Jayne Marek – Poems and Photographs


.Dippers


The Wood Turner’s Shop, Itsukushima

Framed by picture windows, the small wooden flasks stand
in a harmony of browns and tans, shoulders nearly touching,
ranked like dolls of graduated heights, some with a small bowl
for a cap, others plain as tumblers, each singular in its beauty
like koi floating in a glassy world of winter chill.

A poem would walk into the shop, under the yellow fabric draped
as a charm over the front door, wide open in January,
would see a dog with curled tail, a small woman on a stool.
Light grazes the objects’ smooth sides. The poem tests their dense
heaviness in one hand. The fragrance of good wood, cut

and oiled, darkens the shop corners at mid-afternoon.
I do not speak Japanese, so the poem must smile and nod
to the woman, who indicates these are her husband’s works.
The dog stares at her, ignores my extended hand. Shelves
at the rear of the shop—all are glass—open to a private garden

with waterfall and dense greenery. The one that I wait for
takes its time amid its fellows, rounded like Buddha figures
in a twilight temple: some small globes with raised tips,
squat lidded bowl like a turtle swimming at the surface,
capped cylinders with grain-streaks perfectly aligned,

and one with peg cap and double shoulders, the one for me.
A poem observes the gentle movements of hands and paper,
the money, the wrapping with delicacy. Turning to go
and noticing light leaves of rain falling, I nod, yes,
winter in rainy country, which helps everything grow.

Granite, Leaf, and Script


Grass Writing

Few people understand this delicate Japanese script
of ancient words carved
on a new granite slab.

Notice how the brushstrokes release themselves,
how the incised poem unbraids its hair,
lets wind lift its hems.

Two golden maple leaves cling
to that gray surface,
trifold shapes rhyming

as if the poet herself
stroked those leaves with afternoon rain
and placed them there.

No spoiled deer has nibbled the leaves.
No one translates these graceful phrases
that mark the path to a shrine,

they are not hiragana, the old character set,
they scroll like paths of snails in a garden
tended for thousands of years

or like reeds undulating in pond shallows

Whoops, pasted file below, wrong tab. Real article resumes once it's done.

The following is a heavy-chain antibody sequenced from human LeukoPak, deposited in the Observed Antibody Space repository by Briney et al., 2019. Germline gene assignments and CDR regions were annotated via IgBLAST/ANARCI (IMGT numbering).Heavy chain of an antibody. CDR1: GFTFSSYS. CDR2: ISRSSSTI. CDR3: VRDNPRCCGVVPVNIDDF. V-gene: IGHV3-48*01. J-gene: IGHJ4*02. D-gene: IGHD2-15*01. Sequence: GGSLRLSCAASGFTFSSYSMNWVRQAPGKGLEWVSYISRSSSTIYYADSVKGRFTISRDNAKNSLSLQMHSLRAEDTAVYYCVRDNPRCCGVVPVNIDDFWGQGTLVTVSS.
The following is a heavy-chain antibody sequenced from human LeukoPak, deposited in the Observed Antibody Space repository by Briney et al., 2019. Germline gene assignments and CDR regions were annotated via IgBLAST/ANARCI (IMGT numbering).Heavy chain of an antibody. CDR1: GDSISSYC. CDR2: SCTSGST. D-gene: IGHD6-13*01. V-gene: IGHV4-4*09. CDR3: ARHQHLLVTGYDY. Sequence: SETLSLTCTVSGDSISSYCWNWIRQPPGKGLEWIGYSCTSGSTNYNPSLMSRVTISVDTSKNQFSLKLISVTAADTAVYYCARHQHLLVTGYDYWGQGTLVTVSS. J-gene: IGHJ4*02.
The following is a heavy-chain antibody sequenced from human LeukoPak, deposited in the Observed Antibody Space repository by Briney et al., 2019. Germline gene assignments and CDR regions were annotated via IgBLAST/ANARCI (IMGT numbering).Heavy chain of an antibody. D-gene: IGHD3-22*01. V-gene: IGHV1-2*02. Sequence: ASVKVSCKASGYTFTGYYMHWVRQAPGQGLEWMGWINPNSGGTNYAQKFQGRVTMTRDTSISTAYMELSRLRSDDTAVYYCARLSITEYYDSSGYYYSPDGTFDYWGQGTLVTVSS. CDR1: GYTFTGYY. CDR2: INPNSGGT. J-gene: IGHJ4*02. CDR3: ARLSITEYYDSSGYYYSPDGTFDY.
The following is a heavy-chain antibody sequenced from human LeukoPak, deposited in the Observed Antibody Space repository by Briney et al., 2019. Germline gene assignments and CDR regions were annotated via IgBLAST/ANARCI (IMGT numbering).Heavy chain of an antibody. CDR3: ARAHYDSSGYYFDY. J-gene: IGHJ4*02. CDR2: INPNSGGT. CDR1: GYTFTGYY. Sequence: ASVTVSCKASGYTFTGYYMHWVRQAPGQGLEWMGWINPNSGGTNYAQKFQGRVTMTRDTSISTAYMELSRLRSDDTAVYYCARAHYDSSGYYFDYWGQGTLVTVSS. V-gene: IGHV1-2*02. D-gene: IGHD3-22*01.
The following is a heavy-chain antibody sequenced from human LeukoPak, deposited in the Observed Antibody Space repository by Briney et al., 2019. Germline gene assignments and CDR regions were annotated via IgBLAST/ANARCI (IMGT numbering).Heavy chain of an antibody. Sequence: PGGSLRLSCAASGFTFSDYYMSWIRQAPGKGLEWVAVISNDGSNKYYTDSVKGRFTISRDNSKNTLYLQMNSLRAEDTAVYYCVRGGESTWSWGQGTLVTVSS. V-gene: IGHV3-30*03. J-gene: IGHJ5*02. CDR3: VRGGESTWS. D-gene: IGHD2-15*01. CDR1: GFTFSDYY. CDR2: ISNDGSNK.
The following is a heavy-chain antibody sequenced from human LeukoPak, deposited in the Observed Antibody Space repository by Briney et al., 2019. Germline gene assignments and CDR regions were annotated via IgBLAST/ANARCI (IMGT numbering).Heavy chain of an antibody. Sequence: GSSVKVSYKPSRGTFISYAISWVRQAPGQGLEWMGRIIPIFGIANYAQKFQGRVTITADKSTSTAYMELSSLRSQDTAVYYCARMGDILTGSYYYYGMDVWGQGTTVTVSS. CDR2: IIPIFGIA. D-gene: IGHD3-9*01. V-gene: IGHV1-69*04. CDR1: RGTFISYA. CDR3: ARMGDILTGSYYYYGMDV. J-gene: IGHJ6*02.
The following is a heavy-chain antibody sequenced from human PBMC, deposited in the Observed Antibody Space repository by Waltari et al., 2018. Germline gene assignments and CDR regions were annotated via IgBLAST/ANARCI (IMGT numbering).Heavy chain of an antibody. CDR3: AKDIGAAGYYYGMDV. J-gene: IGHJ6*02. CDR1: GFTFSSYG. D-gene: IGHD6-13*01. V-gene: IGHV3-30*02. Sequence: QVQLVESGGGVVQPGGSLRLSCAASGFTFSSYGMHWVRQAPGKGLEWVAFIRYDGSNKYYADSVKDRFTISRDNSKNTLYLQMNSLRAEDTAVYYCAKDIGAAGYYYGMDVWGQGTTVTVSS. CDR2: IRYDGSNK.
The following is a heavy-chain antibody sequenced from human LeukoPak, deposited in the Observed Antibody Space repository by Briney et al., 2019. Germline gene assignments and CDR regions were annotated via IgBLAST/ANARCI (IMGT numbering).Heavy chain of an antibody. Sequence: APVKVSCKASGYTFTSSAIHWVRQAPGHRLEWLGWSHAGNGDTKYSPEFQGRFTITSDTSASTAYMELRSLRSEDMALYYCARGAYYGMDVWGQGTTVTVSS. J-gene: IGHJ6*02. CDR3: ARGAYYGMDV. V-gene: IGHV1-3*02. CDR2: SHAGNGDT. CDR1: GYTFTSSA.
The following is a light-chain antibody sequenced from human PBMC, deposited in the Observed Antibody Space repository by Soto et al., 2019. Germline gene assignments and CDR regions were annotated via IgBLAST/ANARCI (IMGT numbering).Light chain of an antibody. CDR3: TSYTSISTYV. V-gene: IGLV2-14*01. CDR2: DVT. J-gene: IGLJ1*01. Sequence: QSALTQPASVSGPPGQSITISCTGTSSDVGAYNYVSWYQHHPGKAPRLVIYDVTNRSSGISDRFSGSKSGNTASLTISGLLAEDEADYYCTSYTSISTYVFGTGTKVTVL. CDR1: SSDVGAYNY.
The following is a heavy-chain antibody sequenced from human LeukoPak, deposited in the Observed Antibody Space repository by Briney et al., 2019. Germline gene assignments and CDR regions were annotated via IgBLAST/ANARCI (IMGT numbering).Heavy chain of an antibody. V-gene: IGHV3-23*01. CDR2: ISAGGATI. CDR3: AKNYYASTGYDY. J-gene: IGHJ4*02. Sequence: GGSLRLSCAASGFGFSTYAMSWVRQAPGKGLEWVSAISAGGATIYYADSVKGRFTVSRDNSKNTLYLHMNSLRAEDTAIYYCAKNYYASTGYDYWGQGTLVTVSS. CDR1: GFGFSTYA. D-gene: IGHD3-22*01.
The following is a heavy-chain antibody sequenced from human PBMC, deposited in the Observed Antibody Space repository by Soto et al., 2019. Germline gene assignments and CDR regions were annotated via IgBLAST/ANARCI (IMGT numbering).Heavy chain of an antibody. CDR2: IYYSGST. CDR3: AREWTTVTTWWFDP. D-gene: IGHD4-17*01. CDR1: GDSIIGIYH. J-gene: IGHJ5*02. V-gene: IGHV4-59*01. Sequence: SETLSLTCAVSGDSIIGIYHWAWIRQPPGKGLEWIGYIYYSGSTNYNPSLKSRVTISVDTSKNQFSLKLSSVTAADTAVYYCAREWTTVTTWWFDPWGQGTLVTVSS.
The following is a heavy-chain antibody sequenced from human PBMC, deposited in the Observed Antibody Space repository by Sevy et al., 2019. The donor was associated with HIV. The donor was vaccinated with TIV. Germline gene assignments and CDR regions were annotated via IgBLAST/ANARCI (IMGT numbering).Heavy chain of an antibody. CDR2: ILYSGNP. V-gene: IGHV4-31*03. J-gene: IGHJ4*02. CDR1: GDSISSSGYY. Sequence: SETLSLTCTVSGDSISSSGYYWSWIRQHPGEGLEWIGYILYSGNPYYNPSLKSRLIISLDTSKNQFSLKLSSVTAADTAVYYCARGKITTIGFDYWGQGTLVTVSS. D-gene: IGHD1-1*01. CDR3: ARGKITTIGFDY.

that a pine-tree trimmer
leans from his ladder to watch.

In the rain, in winter, in Nara,
a place strange to me,
long rope bell-pulls sway

from black rooflines, reach down to wet cobbles,
lure people to wish—grasp and pull
the tails of gods’ robes,

roll the sounds of iron clappers
over curled roof-tiles
like purifying smoke.

Weeds in the gutters grow without knowing how.
The grass writing on its stone marker
cannot be told.

 

Meiji Shrine Lamps


Hands in Temple Smoke

At this small temple in Tokyo
tucked between concrete walls,
the plank steps sag
dark and winter-stained,
the roof shunts rain down rounded tiles
and stray flower stalks twitch
in the gutters. A woman
in a green raincoat
comes to the temple door
bows with eyes closed
at the wide black pot
on a pedestal
where thin candles burn
in sand.
Late afternoon.

Boys and girls with bookbags
and blue uniforms
stride past in twos and threes,
gray riders pass
on bicycles heavy with sacks.
Crows bob to
their own coarse cries.

The woman
reaches into the bitter wisps
of silver and white,
waves them
toward her face,
her heart.
She enters the building
that breathes of old wood
and dust, the sting of
purifying smoke
light as a scarf
across her shoulders.

Temple Flame


Nishijin Textile Center, Kyoto

At a low table, a painter kneels,
head bent, his eyes
leading the tip of his brush
across green cotton.
A swath of soft wax spreads
like the tail of a pheasant
in ghostly mist.
Another man in navy-blue kimono
tucks tiny points with a pick,
crinkles thin fabric to a point,
makes knot after knot.
On the remnants table,
red shibori cloth scatters its stars
of undyed specks,
and a silk scene
of women’s faces under conical hats
slips between my fingers.
At one end of the sales floor,
the massive poles of wooden looms
carry strips of folded cardboard punched
with the complex codes
of kimono patterns. A rack
of finished robes
rubs delicate sleeves together,
the kimonos whisper unknown sounds
to themselves about me,
gaijin, visitor, my round
and greedy eyes.

Tile Waves


Buddha Touch

Finches flit in the depths
of this temple, stir
on the rafters.

I stand in the chill
and reach to pat your cheek
as my fingers tremble

with age, with toothache,
my silent tongue a lotus.
Beatific one,

hand raised as if
you would touch me too,
a halo of incense

envelops us both. I wait
to rise in your thoughts,
turn like a spent leaf.

Golden Pavilion in Rain


Contributor’s Statement on Beauty

Beauty may be discovered through the careful use of artistic techniques. It can happen in a piece of music, writing, or visual art that has been mindfully shaped to emphasize something harmonious and pleasing to the artist. Ideally, viewers will also be lifted up by this beauty. “The eye of the beholder” as well as of the artist will find a range of things to be beautiful, over time, as tastes develop. Most important is the ability to offer and to find the connection that elevates one’s spirit. Beauty brings the ineffable taste of joy.


Jayne Marek, who earned her MFA from The University of Notre Dame, has received two fellowships from the National Endowment for the Humanities and two Pushcart Prize nominations. She lives in Washington state, near the wild and beautiful coast. Her poetry and art photos appear in publications such as Spillway, Camas, New Mexico Review, Blast Furnace, Gravel, Gyroscope, Panoply, Flying Island, Tipton Poetry Journal, Lantern Journal, and Siren. She is author of a chapbook Imposition of Form on the Natural World (Finishing Line Press, 2013) and co-author of Company of Women: New and Selected Poems (Chatter House, 2013). Her first full-length book of poems, In and Out of Rough Water, will appear in December 2016.